Marineland sending 5 beluga whales to U.S. after aquarium overcomes legal challenges

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Marineland is sending five beluga whales to the U.S. after an aquarium there navigated approval processes on both sides of the border and overcame legal challenges from environmental groups.

A beluga whale at Mystic Aquarium in Mystic, Conn. pictured in 2004. Mystic Aquarium has plans to import five captive-born beluga whales from Marineland in Niagara Falls, Ont. (The Associated Press)

Marineland is sending five beluga whales to the U.S. after an aquarium there navigated approval processes on both sides of the border and overcame legal challenges from environmental groups.

Government officials from Fisheries and Oceans Canada recently approved the export of the whales from the zoo and amusement park in Niagara Falls to Mystic Aquarium in Connecticut, which specializes in beluga research. That follows U.S. approval of the move last September.

Experts from both facilities were in Niagara Falls Wednesday examining the four female and one male belugas and preparing to fly them out as early as this weekend, according to Stephen Coan, the Connecticut aquarium’s president and chief executive.

The whales are expected to spend a few weeks acclimating to their new environment in tanks separated by a gate from Mystic’s three current resident belugas — Kela, Juno and Natasha — before being fully integrated into the 2,839,058-litre habitat.

Coan said the whales, which range in age from seven to 12, were born in captivity and cannot be released into the ocean. He said they will be leaving an overcrowded habitat with about 50 other whales and will be at the centre of important research designed to benefit belugas in the wild.

“We have state of the art veterinary care and state of the art facilities,” he said. “This is the largest beluga habitat in North America. They will be much better off here.”

Connecticut-based Friends of Animals and other activists sought to block the transport in a lawsuit last fall against the U.S. Commerce secretary and National Marine Fisheries Service, which had approved the research permit. A federal judge in March declined to issue an injunction.

Activists fought against move

Stephen Hernick, the senior attorney for the Friends of Animals Wildlife Law Program, called it a heartbreaking day for the whales.

The group claims the U.S. permit violates the Marine Mammal Protection Act and the National Environmental Policy Act because government officials did not adequately address the potential harm to the belugas of being moved to Mystic.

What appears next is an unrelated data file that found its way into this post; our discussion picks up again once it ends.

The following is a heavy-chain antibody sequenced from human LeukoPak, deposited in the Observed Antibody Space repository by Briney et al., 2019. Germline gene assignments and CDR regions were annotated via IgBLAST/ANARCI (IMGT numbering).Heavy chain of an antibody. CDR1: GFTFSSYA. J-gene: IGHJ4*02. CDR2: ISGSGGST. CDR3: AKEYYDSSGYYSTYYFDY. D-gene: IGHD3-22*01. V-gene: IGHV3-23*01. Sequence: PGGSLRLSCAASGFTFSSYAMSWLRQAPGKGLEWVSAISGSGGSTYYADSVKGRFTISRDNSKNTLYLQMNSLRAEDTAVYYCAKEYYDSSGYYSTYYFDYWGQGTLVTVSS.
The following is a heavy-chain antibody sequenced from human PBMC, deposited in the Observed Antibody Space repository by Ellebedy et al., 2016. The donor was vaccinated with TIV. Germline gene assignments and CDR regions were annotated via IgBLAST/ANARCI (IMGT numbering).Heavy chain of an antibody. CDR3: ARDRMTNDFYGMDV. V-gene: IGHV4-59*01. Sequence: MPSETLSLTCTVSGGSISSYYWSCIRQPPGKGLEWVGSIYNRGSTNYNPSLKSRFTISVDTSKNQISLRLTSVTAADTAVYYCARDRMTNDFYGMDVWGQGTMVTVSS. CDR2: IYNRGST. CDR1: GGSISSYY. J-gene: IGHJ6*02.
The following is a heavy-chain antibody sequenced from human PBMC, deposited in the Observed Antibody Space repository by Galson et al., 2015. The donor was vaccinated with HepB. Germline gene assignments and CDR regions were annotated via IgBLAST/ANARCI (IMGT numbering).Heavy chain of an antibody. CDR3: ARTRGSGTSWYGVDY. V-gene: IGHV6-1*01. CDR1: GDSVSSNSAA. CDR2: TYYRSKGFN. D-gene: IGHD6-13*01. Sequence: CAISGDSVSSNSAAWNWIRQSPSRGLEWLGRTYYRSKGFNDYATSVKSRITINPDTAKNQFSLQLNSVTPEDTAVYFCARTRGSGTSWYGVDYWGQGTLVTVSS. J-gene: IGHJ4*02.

“There are other belugas already in the United States that they can study,” he said. “They can study these belugas in Canada and it’s unnecessary to do this transport and harm these belugas in the process in order to do research.”

Dr. Allison Tuttle, who heads the zoological operations at Mystic, said the animals will be comfortable and meticulously cared for during the transport and once they arrive.

Belugas won’t perform for the public

She said they will be trained through positive reinforcement — a fish, a tongue rub or a fun toy to play with — to voluntarily assist in research being done by the world’s top experts in the field. That research will be used as a baseline to compare against wild belugas in studying things like their health and immune systems.

“These animals are really big and you can’t make a beluga do anything,” she said. “They are in the water and if they want to open their mouths and let you take a look, they will. If they don’t, they will swim away. They get fed and get their enrichment items, regardless.”

The research permit does not allow for the animals to be trained to perform for the public or to be bred. Coan said they never actively breed animals and the female belugas will be kept away from the males when ovulating.

He said he expects top researchers from around the world will visit Mystic to work with the belugas, which are known for their white color, bulbous forehead and vocal sounds.

“We’re the only institution really focused on beluga whale research,” he said. “And the animals here are really used to non-invasive research techniques. We have a very unique situation here and none of our research is invasive or harms the whales in any way.”

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